Cablevision announced yesterday that it has completed its acquisition of Bresnan Communications, leaving the industry to ponder once again the question of why. When the metro New York-based cable company in June announced its plan to purchase Bresnan–which has about 320,000 customers in Montana, Wyoming, Colorado and Utah—many industry observers scratched their heads.

The answer, I believe, is pretty simple. Like many companies that opt to grow through acquisition, Cablevision saw an opportunity to use its successful business model beyond its home turf.  If an independent cable company of Bresnan’s size had been available closer to New York, Cablevision probably would have chosen it instead. But in an already highly consolidated industry, Bresnan is what was available.

Cablevision won’t be the first communications service provider to operate in two separate markets that are widely separated geographically. SureWest, which provides triple play services in Sacramento and Kansas City, has managed the geographic juggling act without dropping many balls.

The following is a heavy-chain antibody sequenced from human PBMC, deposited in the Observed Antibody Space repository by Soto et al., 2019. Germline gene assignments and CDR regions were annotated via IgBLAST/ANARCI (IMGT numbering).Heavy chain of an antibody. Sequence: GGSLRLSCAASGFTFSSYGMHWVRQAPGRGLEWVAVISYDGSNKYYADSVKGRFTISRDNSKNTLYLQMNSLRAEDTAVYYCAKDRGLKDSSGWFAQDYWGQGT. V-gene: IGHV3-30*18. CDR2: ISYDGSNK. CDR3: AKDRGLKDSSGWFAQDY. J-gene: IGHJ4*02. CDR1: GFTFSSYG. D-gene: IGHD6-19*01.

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The big question, however, will be whether Cablevision can truly achieve the kind of results in the west that it has seen in its original market. The New York metropolitan area is one of the wealthiest markets in the nation, which undoubtedly helped Cablevision in achieving an ARPU of $146.15 per basic video subscriber. The company’s new markets undoubtedly have a lower per capita income, where that kind of number could generate some sticker shock. And with a dramatically lower population density, the western networks also may be more costly to operate.

Cablevision really didn’t have many other options for growing its business, however. With industry-leading penetration rates of 95% for digital cable, 43% for phone service and 54% for broadband, the company undoubtedly was reaching a saturation point in its home market.

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